• 09 Feb - 15 Feb, 2019
  • Mag The Weekly
  • Interview

It’s just before midnight on New Year’s Eve in Nashville, and Nicole Kidman and Keith Urban are counting down the last seconds of 2018 in unison. With daughters Sunday, 10, and Faith, 8, smiling by their side they happen to be onstage in front of 200,000 reveling music fans gathered in Nashville’s Bicentennial Park for Urban’s rousing gig is no matter. After 12 years of marriage, sparks still fly, and they aren’t squandering a single joyful moment. “My connection and my love for him is so powerful,” says Kidman, 51, “the girls and I are so lucky to have the man that he is. And he is a man. There are a lot of boys in this world, but Keith is a man.”

“My roots are deeply embedded here,” says the Oscar winner. That grounding helps her take on ever bigger challenges like her new movie Destroyer, for which she transformed dramatically to play a rage consumed, alcoholic cop. “This character is so far removed from me,” she says. That’s part of the appeal as an actor.”

The actress continues about how she loves children. “When I was little, I hoped I would have children and have a partner that’s always been my dream, I think because of the way I grew up. My parents were married for 50 years, and they were 500 good years, so that’s what I revered I’ve always had that deeply romantic heart, and I’ve always gone, ‘I want love first and foremost. If I have that, then I feel safe in the world, I feel that I can give.”

After her 10 year marriage to Tom Cruise fell apart in December when she was 33 (the exes are parents to two kids) she was left reeling. “I have an enormous support team around me that’s unbelievably solid and very real.” But she wasn’t sure if she’d ever find love again. “I hoped I would, but I didn’t know definitely,” she says. “Who does?”

But “destiny,” as she sometimes thinks of it, came calling. In early 2005, at the annual G’Day L.A. gala, the actress met country singer Urban. “We just kept talking on the phone,” Kidman says, recalling the moment she knew he was the one. “It was my [38th] birthday, and he stood outside with gardenias at 5 a.m. on my stoop in New York,” she says. “That is when I went, “This is the man I hope I get to marry.’ Urban took her to Woodstock, N.Y., the site of the 1969 music festival, on a motorbike for a getaway (“My kind of guy!” she adds). “It was pretty intense,” Kidman says. “I believed by that point he was the love of my life. Maybe that’s because I am deeply romantic, or I’m an actress, or I have strong faith as well, but I just believed, ‘Oh okay, here he is.’”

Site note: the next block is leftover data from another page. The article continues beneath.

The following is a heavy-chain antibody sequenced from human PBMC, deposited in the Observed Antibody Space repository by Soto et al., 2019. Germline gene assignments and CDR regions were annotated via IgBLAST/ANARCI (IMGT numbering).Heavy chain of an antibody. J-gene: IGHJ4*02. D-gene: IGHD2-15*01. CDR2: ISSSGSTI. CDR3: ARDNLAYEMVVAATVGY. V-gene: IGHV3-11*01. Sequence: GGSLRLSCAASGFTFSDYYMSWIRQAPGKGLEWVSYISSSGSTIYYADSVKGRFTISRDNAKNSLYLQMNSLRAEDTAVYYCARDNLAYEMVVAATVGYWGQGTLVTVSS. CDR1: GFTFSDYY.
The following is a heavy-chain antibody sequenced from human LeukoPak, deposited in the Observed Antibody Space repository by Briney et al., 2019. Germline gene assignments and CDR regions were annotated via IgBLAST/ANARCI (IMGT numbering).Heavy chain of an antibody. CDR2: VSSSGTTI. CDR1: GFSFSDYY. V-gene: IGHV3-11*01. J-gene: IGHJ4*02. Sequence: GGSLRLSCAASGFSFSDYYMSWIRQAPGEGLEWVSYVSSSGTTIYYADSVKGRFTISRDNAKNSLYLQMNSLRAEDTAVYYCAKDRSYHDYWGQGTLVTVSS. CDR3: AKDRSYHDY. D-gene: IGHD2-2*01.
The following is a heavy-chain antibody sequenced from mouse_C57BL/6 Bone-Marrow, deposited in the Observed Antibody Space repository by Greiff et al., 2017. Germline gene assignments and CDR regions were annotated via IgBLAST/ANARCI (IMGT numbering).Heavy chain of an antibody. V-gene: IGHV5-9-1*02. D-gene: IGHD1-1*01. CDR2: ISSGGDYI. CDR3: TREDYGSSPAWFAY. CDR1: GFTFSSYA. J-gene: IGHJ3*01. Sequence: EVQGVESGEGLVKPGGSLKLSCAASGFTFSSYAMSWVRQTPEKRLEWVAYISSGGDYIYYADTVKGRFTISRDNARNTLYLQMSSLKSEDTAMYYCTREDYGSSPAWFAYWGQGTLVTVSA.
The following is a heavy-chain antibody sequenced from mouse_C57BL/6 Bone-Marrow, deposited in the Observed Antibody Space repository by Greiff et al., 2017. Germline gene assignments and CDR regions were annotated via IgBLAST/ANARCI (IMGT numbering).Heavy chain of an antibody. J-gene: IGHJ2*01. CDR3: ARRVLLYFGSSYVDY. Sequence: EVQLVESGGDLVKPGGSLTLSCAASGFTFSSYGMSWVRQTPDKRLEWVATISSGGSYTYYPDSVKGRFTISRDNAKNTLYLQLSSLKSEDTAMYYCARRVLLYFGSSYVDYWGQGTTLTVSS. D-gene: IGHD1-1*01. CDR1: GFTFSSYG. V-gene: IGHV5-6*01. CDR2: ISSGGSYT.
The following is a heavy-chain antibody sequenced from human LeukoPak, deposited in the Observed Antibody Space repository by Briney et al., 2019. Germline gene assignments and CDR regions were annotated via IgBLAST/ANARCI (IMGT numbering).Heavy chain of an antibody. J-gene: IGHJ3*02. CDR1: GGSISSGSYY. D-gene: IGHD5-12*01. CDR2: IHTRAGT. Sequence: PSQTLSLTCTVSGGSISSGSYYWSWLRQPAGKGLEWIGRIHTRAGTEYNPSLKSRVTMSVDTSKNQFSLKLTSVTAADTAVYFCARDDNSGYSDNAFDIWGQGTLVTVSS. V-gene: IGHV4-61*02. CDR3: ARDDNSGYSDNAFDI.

Which is not to say they’re issue to life’s trials. Shortly after their wedding, Urban, who is sober and has spoken publicly about his past addiction issues, entered rehab. Kidman stood by him. “Real love happens not when everything is going well but when things are going badly,” she says. “It’s when human beings come together, if they’re going to, in a far deeper way. You’re then having to work together, and the ‘together’ is what it’s about. Keith and I talk about that, because that ultimately is the definition of marriage and union and commitment.”

“When my father died, Keith canceled his concert he was about to walk onstage and he got on a plane [to Australia],” she says. “He said, “This is why you have me. You don’t have to go through this alone.’ He came back that night, and I just fell into him.”

Kidman hopes the girls find strength from watching their parents’ partnership up close. “To see a union that is deep and real and loving, which is what Keith and I both grew up with too, is always a good thing. I think,” she says. “At this stage in our lives, it’s what works for the family and what works for our own joy,” she says. Among Sunday and Faith’s good buddies are the children from the Big Little Lies cast. “They’ve grown up with those kids because I had them on set around Monterey, and I’m like, ‘Playdates, playdates!’”, says Kidman, who invited her young costars to see Aquaman with the girls. “Those children have become like my own.”

It’s not lost on Kidman how lucky she is and just how far she’s come. “I feel very safe now in terms of just being who I am and [knowing] what I stand up for, what I believe in and my artistic choices,” she says. Kidman has high hopes for what she’d like to achieve in 2019: Continue championing female directors and supporting women’s causes. “Love is the greatest journey,” she says. “When you really embark on that deep journey together get even close, more intimate it takes you places you’ve never dreamed you could be taken.”